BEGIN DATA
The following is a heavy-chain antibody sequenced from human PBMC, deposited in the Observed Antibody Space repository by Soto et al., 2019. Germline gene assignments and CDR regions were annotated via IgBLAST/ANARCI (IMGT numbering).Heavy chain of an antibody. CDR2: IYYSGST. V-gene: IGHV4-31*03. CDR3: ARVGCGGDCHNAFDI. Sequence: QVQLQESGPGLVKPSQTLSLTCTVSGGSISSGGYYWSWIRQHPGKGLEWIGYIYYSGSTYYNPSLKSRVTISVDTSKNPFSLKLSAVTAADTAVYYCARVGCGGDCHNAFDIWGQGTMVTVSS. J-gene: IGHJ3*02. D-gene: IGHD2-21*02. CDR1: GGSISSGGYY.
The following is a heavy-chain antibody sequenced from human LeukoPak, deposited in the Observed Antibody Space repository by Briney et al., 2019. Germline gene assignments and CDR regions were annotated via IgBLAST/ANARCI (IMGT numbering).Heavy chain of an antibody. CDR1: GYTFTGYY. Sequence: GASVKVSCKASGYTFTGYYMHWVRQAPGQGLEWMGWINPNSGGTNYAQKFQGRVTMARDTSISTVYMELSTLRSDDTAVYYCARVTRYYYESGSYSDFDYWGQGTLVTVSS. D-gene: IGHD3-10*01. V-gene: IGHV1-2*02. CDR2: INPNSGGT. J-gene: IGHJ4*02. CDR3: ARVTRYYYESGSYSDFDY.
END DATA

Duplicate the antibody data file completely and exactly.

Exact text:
The following is a heavy-chain antibody sequenced from human PBMC, deposited in the Observed Antibody Space repository by Soto et al., 2019. Germline gene assignments and CDR regions were annotated via IgBLAST/ANARCI (IMGT numbering).Heavy chain of an antibody. CDR2: IYYSGST. V-gene: IGHV4-31*03. CDR3: ARVGCGGDCHNAFDI. Sequence: QVQLQESGPGLVKPSQTLSLTCTVSGGSISSGGYYWSWIRQHPGKGLEWIGYIYYSGSTYYNPSLKSRVTISVDTSKNPFSLKLSAVTAADTAVYYCARVGCGGDCHNAFDIWGQGTMVTVSS. J-gene: IGHJ3*02. D-gene: IGHD2-21*02. CDR1: GGSISSGGYY.
The following is a heavy-chain antibody sequenced from human LeukoPak, deposited in the Observed Antibody Space repository by Briney et al., 2019. Germline gene assignments and CDR regions were annotated via IgBLAST/ANARCI (IMGT numbering).Heavy chain of an antibody. CDR1: GYTFTGYY. Sequence: GASVKVSCKASGYTFTGYYMHWVRQAPGQGLEWMGWINPNSGGTNYAQKFQGRVTMARDTSISTVYMELSTLRSDDTAVYYCARVTRYYYESGSYSDFDYWGQGTLVTVSS. D-gene: IGHD3-10*01. V-gene: IGHV1-2*02. CDR2: INPNSGGT. J-gene: IGHJ4*02. CDR3: ARVTRYYYESGSYSDFDY.